July 6, 2021

Coalition of Native women urge the public to keep wearing masks

On Thursday the state ended COVID-19 restrictions, including mask mandates, but Indigenous leaders with the Coalition to Stop Violence Against Native Women urge the public to keep wearing the mask.

Angel Charley, Laguna and executive director of CSVANW, said this is a safety precaution.

“It requires a lot of sacrifice from all of us as individuals; it’s how we made this much progress,” she said. “But until we reach herd immunity, until there is vaccination access for kids under 12, until there is true equitable access to vaccinations then we’re asserting this is a safety precaution.” 

The World Health Organization recommended that vaccinated people continue to wear masks, especially in light of the spread of the Delta variant of COVID-19, which is more contagious than other variants. Charley said the Navajo Nation is following WHO guidance and is continuing its mask mandate.

A person who answered the phone at the Navajo Nation Health Command Operations Center redirected NM Political Report to the Navajo Nation’s website, which contains a public health order that says that all individuals age 2 and older shall wear masks at all times while in public.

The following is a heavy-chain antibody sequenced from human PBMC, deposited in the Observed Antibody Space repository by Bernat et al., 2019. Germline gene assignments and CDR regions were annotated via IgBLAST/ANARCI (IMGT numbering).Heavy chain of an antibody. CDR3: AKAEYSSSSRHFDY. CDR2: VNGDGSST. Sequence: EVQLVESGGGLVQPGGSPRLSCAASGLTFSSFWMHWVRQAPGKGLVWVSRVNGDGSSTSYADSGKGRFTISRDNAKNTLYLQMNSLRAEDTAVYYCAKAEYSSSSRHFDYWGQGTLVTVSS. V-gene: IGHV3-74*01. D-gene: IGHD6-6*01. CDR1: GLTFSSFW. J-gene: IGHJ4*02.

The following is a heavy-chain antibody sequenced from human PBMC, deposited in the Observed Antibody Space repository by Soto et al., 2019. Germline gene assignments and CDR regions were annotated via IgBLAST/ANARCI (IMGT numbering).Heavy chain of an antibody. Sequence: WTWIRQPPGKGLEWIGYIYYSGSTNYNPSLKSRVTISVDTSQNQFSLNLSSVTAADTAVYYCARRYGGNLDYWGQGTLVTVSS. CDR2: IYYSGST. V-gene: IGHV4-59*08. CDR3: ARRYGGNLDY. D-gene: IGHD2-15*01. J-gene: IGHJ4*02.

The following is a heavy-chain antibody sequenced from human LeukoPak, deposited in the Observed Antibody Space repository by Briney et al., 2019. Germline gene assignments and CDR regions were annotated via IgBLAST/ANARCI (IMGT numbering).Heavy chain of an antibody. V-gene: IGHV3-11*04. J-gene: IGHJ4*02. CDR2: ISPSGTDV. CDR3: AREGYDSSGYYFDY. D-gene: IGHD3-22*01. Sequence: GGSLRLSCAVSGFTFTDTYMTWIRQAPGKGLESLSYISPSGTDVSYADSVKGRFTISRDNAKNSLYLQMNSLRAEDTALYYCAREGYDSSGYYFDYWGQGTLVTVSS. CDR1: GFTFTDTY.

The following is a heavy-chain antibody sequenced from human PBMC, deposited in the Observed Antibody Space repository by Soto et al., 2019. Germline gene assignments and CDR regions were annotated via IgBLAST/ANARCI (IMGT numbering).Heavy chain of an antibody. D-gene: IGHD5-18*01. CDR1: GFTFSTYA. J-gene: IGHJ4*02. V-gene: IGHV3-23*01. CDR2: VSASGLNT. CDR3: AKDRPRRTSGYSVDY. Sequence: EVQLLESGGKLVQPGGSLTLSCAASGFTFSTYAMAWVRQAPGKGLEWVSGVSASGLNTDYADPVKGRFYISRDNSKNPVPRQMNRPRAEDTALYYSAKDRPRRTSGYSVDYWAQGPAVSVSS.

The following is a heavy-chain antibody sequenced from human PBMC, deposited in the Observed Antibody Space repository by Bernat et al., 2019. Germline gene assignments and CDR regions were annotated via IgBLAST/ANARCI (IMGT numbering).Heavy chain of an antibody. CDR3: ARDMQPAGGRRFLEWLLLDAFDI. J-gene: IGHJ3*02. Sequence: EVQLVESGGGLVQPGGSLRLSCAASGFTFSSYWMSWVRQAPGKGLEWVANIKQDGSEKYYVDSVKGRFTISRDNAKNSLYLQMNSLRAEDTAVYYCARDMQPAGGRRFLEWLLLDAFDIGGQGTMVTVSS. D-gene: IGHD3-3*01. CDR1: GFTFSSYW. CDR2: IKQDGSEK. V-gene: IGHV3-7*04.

Gov. Michelle Lujan Grisham, along with the federal government, is following the Centers for Disease Control and Prevention guidance, which says that vaccinated individuals can forgo wearing masks in public but unvaccinated individuals should continue to wear masks.

“We continue to encourage New Mexicans to use COVID-safe practices and, regardless of state guidance, the state supports businesses, workplaces and tribes continuing to require masks for employees, customers or visitors on the premises, regardless of vaccination status, at their discretion,” Press Secretary Nora Meyers Sackett told NM Political Report by email.

Charley said that from a Native perspective, continuing to wear a mask is for the collective wellbeing. It is also an equity issue, because Native communities and communities of color were impacted at higher rates than the rest of the population by COVID-19.

“It puts the collective needs above the individual. Those sacrifices mean better outcomes to folks who are disproportionately impacted by the virus,” Charley said.